An excavation in the Dargeçit district of the southeastern region of Turkey, which will soon be left under the reservoir waters of the Ilısu Dam, has revealed crucial information about the North Mesopotamian people’s social life 10 millennia ago, particularly about burial rituals and the ancient belief in life after death.
IT SEEMED like a curse. The summer of 821 was wet, cold and yielded a poor harvest. Then winter came. Temperatures plunged. Blizzards smothered towns and villages. The Danube, the Rhine and the Seine—rivers that never froze—froze so hard that the ice covering them could be crossed not just on foot but by horse and cart. Nor did spring bring respite. Terrible hailstorms followed the snow. Plague and famine followed the storms. The next few winters were worse.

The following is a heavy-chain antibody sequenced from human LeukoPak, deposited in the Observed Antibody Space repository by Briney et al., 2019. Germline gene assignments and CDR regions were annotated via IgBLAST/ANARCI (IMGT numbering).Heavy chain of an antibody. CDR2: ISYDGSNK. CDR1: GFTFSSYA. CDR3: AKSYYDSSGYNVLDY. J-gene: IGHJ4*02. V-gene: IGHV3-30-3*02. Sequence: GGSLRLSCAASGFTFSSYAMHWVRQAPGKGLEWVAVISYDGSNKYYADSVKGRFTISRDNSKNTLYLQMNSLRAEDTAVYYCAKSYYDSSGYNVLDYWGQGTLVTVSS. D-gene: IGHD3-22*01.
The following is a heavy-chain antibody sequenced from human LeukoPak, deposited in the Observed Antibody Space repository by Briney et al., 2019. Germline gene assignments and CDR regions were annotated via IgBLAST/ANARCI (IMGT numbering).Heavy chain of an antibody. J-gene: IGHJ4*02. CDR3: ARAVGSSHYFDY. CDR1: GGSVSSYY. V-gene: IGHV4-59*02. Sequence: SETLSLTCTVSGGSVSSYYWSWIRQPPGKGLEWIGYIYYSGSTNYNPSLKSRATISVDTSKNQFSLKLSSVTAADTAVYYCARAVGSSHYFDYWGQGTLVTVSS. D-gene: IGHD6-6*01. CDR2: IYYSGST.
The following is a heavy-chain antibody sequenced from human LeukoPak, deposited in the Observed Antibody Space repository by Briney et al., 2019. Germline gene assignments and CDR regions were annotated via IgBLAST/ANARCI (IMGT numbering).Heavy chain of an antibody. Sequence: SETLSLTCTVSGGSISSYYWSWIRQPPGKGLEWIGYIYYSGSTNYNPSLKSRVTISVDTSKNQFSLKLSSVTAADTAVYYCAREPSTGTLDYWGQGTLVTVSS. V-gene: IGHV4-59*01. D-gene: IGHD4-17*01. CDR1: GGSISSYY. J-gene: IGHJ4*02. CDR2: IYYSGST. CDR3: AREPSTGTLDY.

Researchers have been studying not just the monument itself, but the area around it, hoping to find clues in this intriguing landscape of prehistoric monuments.
Underground imaging and excavation have revealed that Stonehenge was once part of a complicated network of structures: ancient burial mounds, unknown settlements, processional routes and even gold-adorned burials.